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Zoom doubled its revenue guidance alongside its 'incredible' earnings beat, but some Wall Street analysts think that even that's too conservative. (ZM)

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  • Zoom doubled its revenue target for the year on Tuesday while reporting a huge earnings beat in the first quarter, as it saw its usage and popularity skyrocket due to a coronavirus-related rise in remote work. 
  • The company said that 30% of revenue in the quarter came from customers with 10 or fewer employees, who are more likely to drop off later in the year than large customers would be. 
  • To account for that, Zoom says its guidance is actually conservative. Analysts agree, and say there is a lot more market opportunity left for Zoom.
  • That opportunity could from targeting specific industries like education and healthcare with specialized features, some experts think. Zoom may also not be as affected by churn as expected. 
  • However, at least one analyst thinks that Zoom hasn't clearly laid out where it expects its continued growth to come from and expects competition to be steeper than ever. 
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Zoom delivered an "incredible" earnings beat in its first quarter report on Tuesday, as it saw its usage and popularity skyrocket due to a coronavirus-related rise in remote work.
It also doubled its revenue guidance for the year to $1.8 billion, though some on Wall Street think that that estimate may not have gone far enough.
"It sounds odd to say, but I actually think that's conservative," DA Davidson analyst Rishi Jaluria told Business Insider.
He's not the only one.
While a few analysts Business Insider spoke to mentioned challenges that Zoom will face hitting that goal, the majority believe that there's more opportunity left for Zoom to grow than it estimated in its guidance.

How Zoom could beat its expectations 

Zoom said 30% of its Q1 revenue came from customers with 10 or fewer employees, which is an increase from the previous quarter, when small paid customers made up 20% of revenue. Executives cautioned that because those customers pay monthly — rather than yearly as large business customers do — they expect to see a lot "churn" as those smaller customers drop the service later in the year when things return to normal or they need to cut costs. Zoom was trying keeping guidance conservative as a result, the execs said.
BTIG analyst Matt Vanvliet points out that while the percentage of revenue from small customers did increase, the company had been focused on increasing its share of large enterprise customers since before the crisis, and believes it's succeeding.
"You're seeing potential for higher churn in the very low-end of their customer base, [but] they have grown very substantially in the higher-end portions," Vanvliet told Business Insider. "That's a more stable base and has longer term contracts."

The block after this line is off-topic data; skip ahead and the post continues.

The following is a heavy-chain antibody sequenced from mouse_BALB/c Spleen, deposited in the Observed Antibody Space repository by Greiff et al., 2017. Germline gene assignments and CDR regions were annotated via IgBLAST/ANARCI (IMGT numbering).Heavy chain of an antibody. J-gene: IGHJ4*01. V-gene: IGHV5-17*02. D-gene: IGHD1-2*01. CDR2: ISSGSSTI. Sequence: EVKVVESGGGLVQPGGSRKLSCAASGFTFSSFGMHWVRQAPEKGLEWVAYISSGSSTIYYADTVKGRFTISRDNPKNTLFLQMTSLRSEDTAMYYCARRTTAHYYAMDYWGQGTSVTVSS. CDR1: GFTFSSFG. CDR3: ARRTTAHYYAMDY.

Jaluria believes that even as offices start to reopen, Zoom will continue to keep more customers than expected because those users have seen how valuable the product is and will be thinking about how to be prepared for a potential second wave of the coronavirus (or other similar crises).
"I think that's going to accelerate the migrations from something like WebEx over the year," he said. He thinks Zoom will be able to continue to get paid customers by targeting specific industries with specialized tools and features.
On a call with analysts on Tuesday, Zoom's CFO said education was the fastest growing industry using Zoom last quarter. While some of that is because Zoom offered free service to K-12 schools, Vanvliet thinks it will lead to more demand from higher education and private schools who see the value of using Zoom as an online learning platform. Many universities are still weighing decisions around reopening campuses in the fall or sticking with online learning.
Jaluria added that healthcare and telemedicine are another huge market for Zoom that likely saw increased usage last quarter, even though Zoom didn't specifically call it out.

Skepticism due to competition 

On the other side of the spectrum, Nucleus Research analyst Trevor White is skeptical that Zoom will meet its new full-year revenue target.
"They haven't really addressed where this continued growth is going to come from," White said. He thinks that many enterprise customers have made their selection for which video conferencing vendor they'll be using, so there may not be as much new opportunity there as Zoom's expecting.
"I think they're still going to be very sensitive to any price pressure that is on them, particularly as they're going to have to spend a bit of money to upgrade their infrastructure," he said.
Competition may also weigh more heavily on Zoom as competitors like Microsoft Teams, Google Meet and even small vendors like RingCentral get more competitive. Pat Walravens, an analyst at JMP securities, is more hopeful about Zoom's ability to meet its targets, but he acknowledges that Zoom's competition is heating up.
While he thinks inbound interest from large customers will continue growing, more competition means it will be harder for Zoom to keep those smaller users who pay monthly.
"There's a lot of competition coming, Walravens said. "Zoom has to keep doing what they've been doing, which is have the product that's the easiest to use, and that makes people the happiest and they also have to make sure it's safe."
Got a tip? Contact this reporter via email at pzaveri@businessinsider.com or Signal at 925-364-4258. (PR pitches by email only, please.) You can also contact Business Insider securely via SecureDrop.
SEE ALSO: 'The year of the customer, rather than the year of the prospect': Here are the three product areas that analysts think will drive Salesforce's growth this year
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